The Gloria Casarez mural at 204 S. 12th St. is scheduled for imminent demolition by Midwood Development and Investment. Midwood plans to knock down the former 12th Street Gym and build a 31-story building in its place.

Anyone who knew Gloria and her impact on Philadelphia knows that the loss of the mural is a massive loss for our city. The mural was erected in 2015 to honor Gloria Casarez, a local Latina activist who died of breast cancer in 2014. Gloria dedicated her life to civil and economic rights. She brought communities together to find common ground and common vision. As a student, she organized other students to push for affordable housing and an end to homelessness. As the city’s first director of LGBT affairs, Gloria led Philadelphia to adopt the broadest protections for LGBT people in the nation.

I am one of the many people impacted by Gloria’s work in this city. I am a queer Filipina child of immigrants who met in Philadelphia. As an advanced practice community health nurse, I’ve dedicated my career to helping people and communities work together to move forward. I am a South Philly Reading Captain, and someone who deeply loves Philadelphia and believes in the issues that Gloria Casarez fought for in this city.

I have some ideas of how Midwood could better serve the neighborhood, and that would align with Gloria’s dedication to the communities depicted in the mural. Midwood could provide affordable housing in their building for the average Philadelphia income. They could contribute to the land trust set up as a result of the North Philly housing encampment. They could create an endowment at Bread and Roses Community Fund in Gloria’s name so that further grants can be provided for community groups making change (she was their board chair for many years). They could provide scholarships to the transitional-age youth living at the Gloria Casarez Residence of Project HOME so that they can get work or educational programs. They could provide for LGBTQ organizations that are at risk of being priced out of their workspaces. They could support Safehouse, a nonprofit that has proposed a supervised injection site to reduce harm in our communities. They could support the Morris Home, a residential facility for transgender individuals.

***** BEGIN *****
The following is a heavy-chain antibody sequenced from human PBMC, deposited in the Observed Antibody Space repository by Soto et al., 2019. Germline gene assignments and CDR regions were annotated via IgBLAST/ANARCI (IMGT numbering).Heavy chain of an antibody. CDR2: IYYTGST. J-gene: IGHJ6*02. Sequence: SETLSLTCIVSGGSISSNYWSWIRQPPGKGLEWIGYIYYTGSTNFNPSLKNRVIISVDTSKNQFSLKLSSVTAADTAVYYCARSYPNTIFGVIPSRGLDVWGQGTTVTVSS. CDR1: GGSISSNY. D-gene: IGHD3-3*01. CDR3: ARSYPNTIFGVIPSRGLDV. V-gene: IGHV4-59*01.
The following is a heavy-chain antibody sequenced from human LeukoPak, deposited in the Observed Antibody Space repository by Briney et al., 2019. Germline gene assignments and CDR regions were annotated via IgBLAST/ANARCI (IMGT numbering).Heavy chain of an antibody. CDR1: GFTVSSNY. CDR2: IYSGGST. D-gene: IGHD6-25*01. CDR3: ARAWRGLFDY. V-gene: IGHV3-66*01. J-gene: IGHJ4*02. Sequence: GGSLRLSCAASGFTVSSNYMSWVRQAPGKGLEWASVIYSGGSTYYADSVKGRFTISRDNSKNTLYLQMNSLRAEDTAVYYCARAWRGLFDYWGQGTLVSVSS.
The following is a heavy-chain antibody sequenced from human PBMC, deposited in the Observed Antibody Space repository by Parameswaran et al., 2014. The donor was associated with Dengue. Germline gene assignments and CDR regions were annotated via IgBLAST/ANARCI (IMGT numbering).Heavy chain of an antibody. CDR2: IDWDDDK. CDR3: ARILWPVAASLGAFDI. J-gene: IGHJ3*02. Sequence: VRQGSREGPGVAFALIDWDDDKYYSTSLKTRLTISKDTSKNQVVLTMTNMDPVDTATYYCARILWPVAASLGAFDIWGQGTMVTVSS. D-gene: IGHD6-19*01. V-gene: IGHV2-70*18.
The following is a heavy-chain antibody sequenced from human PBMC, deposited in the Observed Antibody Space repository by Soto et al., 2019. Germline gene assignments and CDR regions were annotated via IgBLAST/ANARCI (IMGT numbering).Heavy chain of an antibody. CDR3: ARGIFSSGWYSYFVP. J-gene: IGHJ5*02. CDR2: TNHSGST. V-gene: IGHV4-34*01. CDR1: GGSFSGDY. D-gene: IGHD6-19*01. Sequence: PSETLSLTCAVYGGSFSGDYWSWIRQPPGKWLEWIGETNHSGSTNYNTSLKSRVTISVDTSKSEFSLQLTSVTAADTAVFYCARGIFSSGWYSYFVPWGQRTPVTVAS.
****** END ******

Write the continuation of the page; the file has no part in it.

This is just a beginning of how they can honor Philadelphia, and honor the legacy of all that Gloria Casarez stood for.

Midwood has stated it has plans to honor Gloria on the new building but hasn’t given a planned date or details. The company says that they care about art and the community. I question that, as they have not found a way to save the mural, and did not personally reach out to Gloria’s wife to let her know their specific plans for destroying the mural.

Saving this mural is about more than just a mural. Taking it down symbolizes the destruction of hope, destroying the visibility of Latinos, women, lesbians, and cancer warriors. Allowing Midwood to not only destroy this mural but also build a 31-story building in a neighborhood that does not want it, is atrocious.

I am not against Philadelphia moving forward, but we should move at the advancement of all Philadelphians at the expense of none. Save the mural and develop something that serves the community, Midwood.

Erme Maula is a resident of South Philadelphia and a lifelong advocate for justice.